Other SL-1 experiments will check Spacelab for its performance as a "test bed" for calibrating and appraising the usefulness of new instruments and processes. Still other experiments examine Spacelab's utility as a laboratory for work in materials processing and life sciences investigations inside the module


Space Provides Unique Opportunities

Experiments planned for Spacelab take advantage of one or more of the five unique properties of space- attributes which cannot be duplicated on Earth:

Mission planners have divided SL-1 experiments into five major categories (figures in parentheses show the number of experiments in each category):


Experiment racks manufactured in Italy sit ready to be installed in the Spacelab module at the assembly plant in Bremen, West Germany, before shipment to the United States.

Experiment racks manufactured in Italy sit ready to be installed in the Spacelab module at the assembly plant in Bremen, West Germany, before shipment to the United States. Spacelab has been designed so that experiments can be placed in the racks before the racks are rolled into Spacelab.


Typical Spacelab Configurations for Discipline Missions.

Typical Spacelab Configurations for Discipline Missions.


(Some experiments not counted above may straddle several categories. Several multiuse instruments provide data required for a variety of experiments. Conversely, some experiments may use data from more than one instrument.)


Materials Science

Thirty-five SL-1 1 experiments- nearly half of the total on board- are in the field of materials science. Thirteen of these come from investigators in West Germany, eight are from France, four from the United Kingdom, three from Italy, two each from Austria and the Netherlands, and one each from Belgium, Spain, and Sweden. Also, a technology experiment by the United States is in the same group.

The need for improved materials is universal. Engineers faced with a continuing trend toward miniaturization need alloys With changed conductivity and insulation characteristics for reliable, less costly communications and electronic equipment. Biomedical researchers seek lighter, stronger materials for sophisticated surgical instruments and new kinds of prostheses.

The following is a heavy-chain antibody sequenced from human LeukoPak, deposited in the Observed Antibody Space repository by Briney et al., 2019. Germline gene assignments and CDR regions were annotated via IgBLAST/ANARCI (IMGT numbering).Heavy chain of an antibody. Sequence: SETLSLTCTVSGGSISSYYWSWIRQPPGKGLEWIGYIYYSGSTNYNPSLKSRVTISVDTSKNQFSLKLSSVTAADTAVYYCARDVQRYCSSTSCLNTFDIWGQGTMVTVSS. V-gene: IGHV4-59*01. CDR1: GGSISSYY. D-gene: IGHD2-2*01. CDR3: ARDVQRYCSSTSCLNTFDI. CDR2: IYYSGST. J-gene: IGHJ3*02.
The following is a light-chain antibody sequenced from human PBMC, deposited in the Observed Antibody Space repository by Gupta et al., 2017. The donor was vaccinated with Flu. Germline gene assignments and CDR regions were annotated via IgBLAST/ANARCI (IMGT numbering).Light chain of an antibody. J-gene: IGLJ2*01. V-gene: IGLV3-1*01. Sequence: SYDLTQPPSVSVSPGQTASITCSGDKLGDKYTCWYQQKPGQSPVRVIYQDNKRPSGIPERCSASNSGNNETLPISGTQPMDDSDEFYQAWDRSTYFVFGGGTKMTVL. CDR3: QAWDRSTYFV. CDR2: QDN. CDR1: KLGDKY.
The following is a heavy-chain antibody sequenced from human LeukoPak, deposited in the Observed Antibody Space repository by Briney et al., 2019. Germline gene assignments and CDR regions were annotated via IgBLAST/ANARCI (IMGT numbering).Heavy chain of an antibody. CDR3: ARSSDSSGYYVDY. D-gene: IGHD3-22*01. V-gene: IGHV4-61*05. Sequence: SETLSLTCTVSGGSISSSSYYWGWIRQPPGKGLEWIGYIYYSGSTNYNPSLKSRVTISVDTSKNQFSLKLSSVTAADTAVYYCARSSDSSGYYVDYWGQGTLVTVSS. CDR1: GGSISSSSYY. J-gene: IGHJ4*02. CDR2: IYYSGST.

Automation of industrial machinery and household appliances calls for new kinds of alloys, plastics, ceramics, composites, and glasses with presently unavailable properties. Architects want structural materials that handle easily at reduced cost. They would be used for residential, commercial, industrial, and public works construction.

Whether any of these needs can be fulfilled with space technologies remains to be seen. Spacelab's materials science experiments are descendants of very promising, but relatively primitive preliminary investigations begun on Apollo flights in the early 1970s. More ambitious experiments with a materials processing chamber about the size of a large sewing machine were conducted aboard Skylab in 1973 and 1974. The new Spacelab explorations are more extensive and use more advanced and more sophisticated equipment. They may provide more definite answers.

All of these experiments share one premise: that in prolonged weightlessness or lower-than-normal gravity, materials can be manufactured with properties unobtainable [40] on Earth, where weightlessness can he achieved for no longer than seconds at a time.

When a heavy and a light metal are heated, melted, and mixed on Earth, the heavier components settle before the mixture can be cooled to a solid state. In weightlessness in space the mixture remains uniform. Formerly incompatible substances can be combined into consistent new kinds of materials. Unevenly heated fluids remain still until they harden, free from the disturbing convection currents that normally drive the hotter, and therefore lighter, portions to the top while the cooler portions sink.


Materials Studied Early

One of the earliest American hi-space experiments in materials science took place on Sunday evening, February 7, 1971, on the home-hound leg of the nine-day Apollo, 14 flight, history's third successful manned Moon-landing mission.

During a live color telecast from space, while the craft was nearing the Earth, the crew heated 18 sealed capsules containing a combination of ingredients, shook them briskly, then cooled them. One of the capsules contained paraffin, tungsten pellets, and sodium acetate. On Earth, gravity would have quickly separated the heated contents so that the heavier tungsten would have been on the bottom, the sodium acetate in the middle, and the lighter paraffin on top. In the nearly weightless environment of Apollo 14 the three ingredients retained their distribution to form a mixture never before achieved by civilization.


Results Prove Encouraging

Similarly encouraging results emerged from the other capsules. Among the Apollo 14 materials experiments were three to test materials-separation techniques in weightlessness. One of these processes, called electrophoresis, is based on the fact that most organic molecules become electrically charged when they are placed in a solution. When an electric field is applied (through an electrode in contact with the fluid), the charged particles move toward the electrode. Because molecules of different sizes and shapes move at different speeds, the faster molecules in a mixture "outrun" the slower ones as they move from one end of the solution to the other. Particles that are alike tend to form into layers.